Charles Pickering – Court of Appeals, Fifth Circuit

Although he served on the appeals court for a year as a recess appointment, Pickering’s Senate confirmation was blocked by filibuster and his nomination was withdrawn.

Bush Installed Pickering On Federal Appeals Bench Via Recess Appointment. According to the Los Angeles Times, “President Bush unilaterally elevated controversial Mississippi Judge Charles W. Pickering Sr. to the federal appeals court on Friday, opening a new front in the administration’s nearly three-year battle with Congress over judicial nominees. Bypassing the confirmation process that Senate Democrats have used to block Pickering and some other Bush nominees, the president installed Pickering by a recess appointment. The constitutional device — unusual but not unheard of — gives the judge a year to serve until a new Congress convenes in January 2005.” [Los Angeles Times, 1/17/04]

NAACP Opposed Pickering’s Confirmation, Saying His Rulings “Raise Suspicious” About His Ability To “Administer Fairness AS He Interprets The Federal Law.” According to the Los Angeles Times, “The National Assn. for the Advancement of Colored People asked Congress to support its opposition to President Bush’s nomination of a Mississippi judge. […] The group has said it opposes Senate confirmation of Judge Charles Pickering of Mississippi, nominated to serve on the U.S. 5th Circuit Court of Appeals in New Orleans. ‘Judge Pickering . . . in most of his rulings, continues to raise suspicions about whether or not he will be able to interpret . . . and administer fairness as he interprets the federal law,’ Mfume said.” [Los Angeles Times, 2/17/02]

Citing His Record On Civil Rights And Women’s Rights, The Congressional Black Caucus “Adamantly” Opposed Pickering. According to Gannett News Service, “In a year marked with rancorous partisan squabbling over who should fill more than 100 federal judgeships, Judge Charles Pickering’s candidacy for a seat on the 5th U.S. Circuit Court of Appeals has become the most controversial nomination. The National Association for the Advancement of Colored People’s Legal Defense Fund and People for the American Way have questioned Pickering’s record. Last week, the Congressional Black Caucus said it ‘adamantly opposes the nomination’ in a letter to Senate Judicial Committee Chairman Patrick Leahy, D-Vt. […] [T]he black caucus’ letter said the conservative judge ‘has a quarter-century record of hostility to women’s rights, including a woman’s right to choose.’ It accused Pickering of opposing the Equal Rights Amendment and helping draft a Republican convention platform that protested the Supreme Court’s decision in Roe vs. Wade, which legalized early term abortions. Citing a law journal article about Mississippi’s old antimiscegenation law that Pickering wrote 43 years ago, the black caucus said the judge’s ‘career and record on civil rights is a grave concern.’ The law article, published in a 1959 Mississippi Law Journal while Pickering was on its staff as an Ole Miss student, discussed the case of a black woman convicted of breaking a Mississippi law against interracial marriages by marrying a white man.” [Gannett News Service via Nexis, 10/24/01]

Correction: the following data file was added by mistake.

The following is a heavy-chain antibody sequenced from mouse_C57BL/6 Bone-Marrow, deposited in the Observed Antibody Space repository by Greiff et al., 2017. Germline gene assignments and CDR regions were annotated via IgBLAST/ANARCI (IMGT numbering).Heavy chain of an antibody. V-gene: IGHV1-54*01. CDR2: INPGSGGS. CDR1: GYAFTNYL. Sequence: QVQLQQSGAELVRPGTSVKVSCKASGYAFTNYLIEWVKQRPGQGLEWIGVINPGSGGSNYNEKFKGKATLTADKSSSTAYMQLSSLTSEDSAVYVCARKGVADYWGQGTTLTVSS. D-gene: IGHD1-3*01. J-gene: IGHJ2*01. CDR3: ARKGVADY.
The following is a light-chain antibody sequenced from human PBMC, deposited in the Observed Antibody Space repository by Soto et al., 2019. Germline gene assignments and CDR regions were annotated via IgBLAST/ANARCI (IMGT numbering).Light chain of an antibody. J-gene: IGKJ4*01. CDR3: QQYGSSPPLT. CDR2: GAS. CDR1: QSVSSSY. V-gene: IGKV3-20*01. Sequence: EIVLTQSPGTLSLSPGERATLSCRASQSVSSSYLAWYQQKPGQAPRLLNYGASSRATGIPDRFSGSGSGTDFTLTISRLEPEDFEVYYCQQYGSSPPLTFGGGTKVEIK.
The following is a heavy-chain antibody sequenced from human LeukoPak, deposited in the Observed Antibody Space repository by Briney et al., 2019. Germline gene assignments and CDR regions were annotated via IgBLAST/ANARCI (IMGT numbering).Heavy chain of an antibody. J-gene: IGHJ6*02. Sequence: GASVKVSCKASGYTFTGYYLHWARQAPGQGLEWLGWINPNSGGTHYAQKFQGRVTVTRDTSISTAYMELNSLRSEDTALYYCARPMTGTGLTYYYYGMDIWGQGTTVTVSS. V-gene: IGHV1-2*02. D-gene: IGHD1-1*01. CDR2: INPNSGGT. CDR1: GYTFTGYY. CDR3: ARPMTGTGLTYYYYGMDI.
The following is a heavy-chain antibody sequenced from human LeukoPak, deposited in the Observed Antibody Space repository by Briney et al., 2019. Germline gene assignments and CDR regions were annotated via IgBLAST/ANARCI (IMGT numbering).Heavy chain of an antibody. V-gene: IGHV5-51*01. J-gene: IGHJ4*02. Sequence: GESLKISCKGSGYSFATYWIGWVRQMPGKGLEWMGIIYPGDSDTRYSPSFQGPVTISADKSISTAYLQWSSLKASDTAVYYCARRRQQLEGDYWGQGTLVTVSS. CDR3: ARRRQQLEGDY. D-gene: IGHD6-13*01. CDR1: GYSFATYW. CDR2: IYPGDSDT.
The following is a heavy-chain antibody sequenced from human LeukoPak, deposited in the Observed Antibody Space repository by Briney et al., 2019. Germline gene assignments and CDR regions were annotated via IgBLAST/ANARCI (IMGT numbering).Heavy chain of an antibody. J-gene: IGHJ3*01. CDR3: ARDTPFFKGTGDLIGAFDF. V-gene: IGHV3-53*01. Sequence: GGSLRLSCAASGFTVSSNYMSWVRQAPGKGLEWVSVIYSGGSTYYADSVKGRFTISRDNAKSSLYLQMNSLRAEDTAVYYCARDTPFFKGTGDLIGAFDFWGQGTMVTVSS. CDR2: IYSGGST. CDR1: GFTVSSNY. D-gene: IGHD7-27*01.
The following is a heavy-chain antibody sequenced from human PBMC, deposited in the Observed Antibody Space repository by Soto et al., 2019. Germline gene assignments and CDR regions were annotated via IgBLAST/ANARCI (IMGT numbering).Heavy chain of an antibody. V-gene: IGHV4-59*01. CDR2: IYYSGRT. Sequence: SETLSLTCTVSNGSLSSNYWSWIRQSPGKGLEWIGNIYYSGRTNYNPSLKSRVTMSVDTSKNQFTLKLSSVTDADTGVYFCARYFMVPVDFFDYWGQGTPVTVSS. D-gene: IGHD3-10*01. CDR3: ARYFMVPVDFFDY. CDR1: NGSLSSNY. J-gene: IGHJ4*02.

As A Law Student, Pickering Wrote An Article Advising Mississippi On How To Change Anti-Miscegenation Statute To Make It Enforceable. According to People for the American Way, “1958, the Mississippi Supreme Court held that a problem in the language of the state statute criminally penalizing interracial marriage made the criminal law unenforceable. The court therefore reversed the conviction of an African American woman for ‘cohabiting with’ a white man. In 1959, while he was a law student at the University of Mississippi, Pickering wrote an article concerning the result of that state Supreme Court case, which had rendered unenforceable the state’s law penalizing interracial marriage. In his article, Pickering advised the state legislature as to how it could cure the problem in the statute so as to render the law enforceable. The article specifically stated that if the law were to ‘serve the purpose that the legislature undoubtedly intended it to serve, the section should be amended.’ The very next year, the state legislature amended the statute in accordance with Pickering’s advice. In his article, Pickering expressed no moral outrage over laws prohibiting and criminalizing interracial marriage, nor did he condemn them. Indeed, even though the California Supreme Court ten years earlier had held its state laws prohibiting interracial marriage to be unconstitutional, Pickering pointed out in his article that there had been what he called a ‘vigorous dissent’ in that case. While this article was written many years ago, Pickering has not taken the opportunity presented to him at either of his confirmation hearings to repudiate it.” [People for the American Way, 1/24/02, internal citations removed]

In Unpublished Opinion, Pickering Argued That Anti-Discrimination Laws Make People Think Anything Bad That Happens Is A Result Of Discrimination. According to People for the American Way, “Unpublished opinions by Pickering in a number of discrimination cases contain much more severe criticisms of civil rights plaintiffs and the use of civil rights statutes. In one case in which he rejected a race discrimination claim, Pickering harshly complained about ‘the side effects resulting from anti-discrimination laws,’ which he suggested cause people ‘covered by such laws’ to ‘spontaneously react that discrimination caused’ any adverse action against them. ” [People for the American Way, 1/24/02, internal citations removed]